Growing Pains: Russian Democracy and the Election of 1993

By Timothy J. Colton; Jerry F. Hough | Go to book overview

themselves. The outcry over Yeltsin's use of media during the 1996 election shows the conflict inherent in promoting free and fair elections and supporting particular candidates or parties. The future of election coverage in Russia will have much to do with the level of commitment to the principles set out in 1993 and how the established system is refined to address the challenges that arose in 1996.


Notes
1.
Michael Urban, "December 1993 as a Replication of Late-Soviet Electoral Practices," Post-Soviet Affairs, vol 10, no. 2 ( April-June 1994), p. 139.
2.
Everett M Rogers, James W. Dearing, Dorine Bregman, "The Anatomy of Agenda-Setting Research," Journal of Communication vol. 43, no. 2 (Spring 1993), pp. 68-84; Gerald M. Kosicki, "Problems and Opportunities in Agenda- Setting Research" Journal of Communication, vol. 43, no. 2 (Spring 1993), pp. 100-27.
3.
Holli A. Semetko and others, The Formation of Campaign Agendas: A Comparative Analysis of Party and Media Roles in Recent American and British Elections ( Hillsdale, N.J.: Erlbaum, 1991).
4.
David Weaver, "Media Agenda Setting and Elections: Voter Involvement or Alienation?" Political Communication, vol. 11 ( October-December, 1994), p. 349.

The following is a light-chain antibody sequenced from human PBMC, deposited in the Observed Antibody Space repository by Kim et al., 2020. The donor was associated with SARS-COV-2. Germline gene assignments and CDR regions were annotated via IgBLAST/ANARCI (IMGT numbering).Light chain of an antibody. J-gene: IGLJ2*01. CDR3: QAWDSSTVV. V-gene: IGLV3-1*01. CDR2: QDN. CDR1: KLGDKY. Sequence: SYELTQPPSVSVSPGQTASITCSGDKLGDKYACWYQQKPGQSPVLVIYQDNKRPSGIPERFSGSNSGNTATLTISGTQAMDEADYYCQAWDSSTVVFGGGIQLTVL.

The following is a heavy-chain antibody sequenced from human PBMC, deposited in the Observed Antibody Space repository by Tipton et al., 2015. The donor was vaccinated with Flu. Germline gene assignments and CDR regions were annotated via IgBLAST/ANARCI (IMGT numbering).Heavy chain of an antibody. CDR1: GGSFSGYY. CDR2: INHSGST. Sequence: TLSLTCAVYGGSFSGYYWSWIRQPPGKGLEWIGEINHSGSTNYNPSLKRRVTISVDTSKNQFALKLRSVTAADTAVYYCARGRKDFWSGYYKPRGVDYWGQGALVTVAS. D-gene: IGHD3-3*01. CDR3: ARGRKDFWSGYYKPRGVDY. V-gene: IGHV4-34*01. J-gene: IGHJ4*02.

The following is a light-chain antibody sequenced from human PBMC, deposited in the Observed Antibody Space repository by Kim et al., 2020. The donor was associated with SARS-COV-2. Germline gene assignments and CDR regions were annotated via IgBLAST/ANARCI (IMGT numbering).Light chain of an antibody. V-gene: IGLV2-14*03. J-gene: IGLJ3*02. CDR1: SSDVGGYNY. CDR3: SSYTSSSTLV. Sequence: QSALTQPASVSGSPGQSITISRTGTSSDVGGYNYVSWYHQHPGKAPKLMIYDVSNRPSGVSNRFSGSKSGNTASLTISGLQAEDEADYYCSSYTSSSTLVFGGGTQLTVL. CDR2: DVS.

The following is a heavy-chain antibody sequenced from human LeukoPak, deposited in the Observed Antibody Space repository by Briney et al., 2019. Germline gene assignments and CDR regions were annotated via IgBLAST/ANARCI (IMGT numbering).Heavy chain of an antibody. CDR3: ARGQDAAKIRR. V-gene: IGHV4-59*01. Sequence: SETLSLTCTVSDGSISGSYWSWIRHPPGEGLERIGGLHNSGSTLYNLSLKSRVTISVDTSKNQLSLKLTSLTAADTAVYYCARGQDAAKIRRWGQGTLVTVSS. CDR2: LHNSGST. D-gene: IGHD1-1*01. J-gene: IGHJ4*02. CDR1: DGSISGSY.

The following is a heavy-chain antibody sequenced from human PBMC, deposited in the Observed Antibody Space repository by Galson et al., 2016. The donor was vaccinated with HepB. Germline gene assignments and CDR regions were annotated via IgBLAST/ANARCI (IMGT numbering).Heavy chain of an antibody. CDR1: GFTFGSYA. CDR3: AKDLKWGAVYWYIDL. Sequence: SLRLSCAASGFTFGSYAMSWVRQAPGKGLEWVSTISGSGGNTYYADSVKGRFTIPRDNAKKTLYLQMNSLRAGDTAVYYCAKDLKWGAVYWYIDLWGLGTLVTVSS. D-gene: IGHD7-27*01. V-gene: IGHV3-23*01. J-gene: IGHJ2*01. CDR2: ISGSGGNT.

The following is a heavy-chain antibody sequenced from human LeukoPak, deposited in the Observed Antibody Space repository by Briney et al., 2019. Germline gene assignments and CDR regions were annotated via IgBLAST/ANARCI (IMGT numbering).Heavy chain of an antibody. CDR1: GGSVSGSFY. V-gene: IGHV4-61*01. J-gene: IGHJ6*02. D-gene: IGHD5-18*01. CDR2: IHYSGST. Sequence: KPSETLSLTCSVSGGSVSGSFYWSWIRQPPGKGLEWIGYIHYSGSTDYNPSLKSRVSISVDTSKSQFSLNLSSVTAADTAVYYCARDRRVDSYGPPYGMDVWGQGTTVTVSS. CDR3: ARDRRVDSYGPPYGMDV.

6.
Ibid., pp. 178-79.
7.
Ibid., p. 179.
8.
Ibid., p. 179.
9.
For a discussion of Soviet television see Ellen Mickiewicz, Media and the Russian Public ( New York: Praeger, 1981); Ellen Mickiewicz, Split Signals: Television and Politics in the Soviet Union ( New York: Oxford University Press, 1988)
10.
Mickiewicz, Split Signals, p. 5.
11.
Thomas F. Remington, The Truth of Authority: Ideology and Communication in the Soviet Union (Pittsburgh: University of Pittsburgh Press, 1988), p. 170.
12
Mickiewicz, Split Signals, pp. 180-81.
13.
David Wedgwood Been, Persuasion and Soviet Politics ( Oxford: Basil Blackwell, 1989), pp 133-83; Mickiewicz, Split Signals, pp. 179-203.
14.
It should be made clear that an understanding of the deficiencies did not come with Gorbachev. Mickiewicz has shown that there was a growing concern with the effectiveness of television even before Gorbachev came to power. Mickiewicz , Split Signals, p. 50.
15.
Mickiewicz, Split Signals, pp. 52-56.
16.
Ibid, pp. 179-203.
17.
There are a number of studies of the changes in television under glasnost. See Mickiewicz, Split Signals; Linda Jensen, "The Press and Power in the Russian Federation," Journal of International Affairs, vol. 47, no. 1 (Summer 1993),
____________________
5
Semetko, and others, Formation of Campaign Agendas, p. 178.

-232-

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